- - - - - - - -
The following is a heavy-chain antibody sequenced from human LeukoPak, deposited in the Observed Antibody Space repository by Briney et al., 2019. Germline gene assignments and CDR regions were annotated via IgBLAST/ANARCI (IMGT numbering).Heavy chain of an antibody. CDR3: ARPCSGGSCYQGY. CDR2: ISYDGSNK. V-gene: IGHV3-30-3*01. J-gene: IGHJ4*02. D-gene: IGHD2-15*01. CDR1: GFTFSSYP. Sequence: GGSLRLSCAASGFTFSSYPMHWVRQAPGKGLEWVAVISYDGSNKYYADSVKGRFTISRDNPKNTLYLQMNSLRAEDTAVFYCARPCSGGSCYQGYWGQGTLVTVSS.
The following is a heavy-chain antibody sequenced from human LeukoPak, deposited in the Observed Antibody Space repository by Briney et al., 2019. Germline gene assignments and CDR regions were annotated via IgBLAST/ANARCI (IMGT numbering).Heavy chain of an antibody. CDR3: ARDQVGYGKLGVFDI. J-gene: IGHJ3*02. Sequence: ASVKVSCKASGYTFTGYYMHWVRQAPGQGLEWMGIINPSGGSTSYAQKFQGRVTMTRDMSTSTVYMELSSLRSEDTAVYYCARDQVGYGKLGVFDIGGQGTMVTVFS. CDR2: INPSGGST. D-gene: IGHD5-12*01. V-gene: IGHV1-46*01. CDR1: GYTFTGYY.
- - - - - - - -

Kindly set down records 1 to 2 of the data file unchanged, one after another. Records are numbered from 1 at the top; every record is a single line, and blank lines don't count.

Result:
The following is a heavy-chain antibody sequenced from human LeukoPak, deposited in the Observed Antibody Space repository by Briney et al., 2019. Germline gene assignments and CDR regions were annotated via IgBLAST/ANARCI (IMGT numbering).Heavy chain of an antibody. CDR3: ARPCSGGSCYQGY. CDR2: ISYDGSNK. V-gene: IGHV3-30-3*01. J-gene: IGHJ4*02. D-gene: IGHD2-15*01. CDR1: GFTFSSYP. Sequence: GGSLRLSCAASGFTFSSYPMHWVRQAPGKGLEWVAVISYDGSNKYYADSVKGRFTISRDNPKNTLYLQMNSLRAEDTAVFYCARPCSGGSCYQGYWGQGTLVTVSS.
The following is a heavy-chain antibody sequenced from human LeukoPak, deposited in the Observed Antibody Space repository by Briney et al., 2019. Germline gene assignments and CDR regions were annotated via IgBLAST/ANARCI (IMGT numbering).Heavy chain of an antibody. CDR3: ARDQVGYGKLGVFDI. J-gene: IGHJ3*02. Sequence: ASVKVSCKASGYTFTGYYMHWVRQAPGQGLEWMGIINPSGGSTSYAQKFQGRVTMTRDMSTSTVYMELSSLRSEDTAVYYCARDQVGYGKLGVFDIGGQGTMVTVFS. CDR2: INPSGGST. D-gene: IGHD5-12*01. V-gene: IGHV1-46*01. CDR1: GYTFTGYY.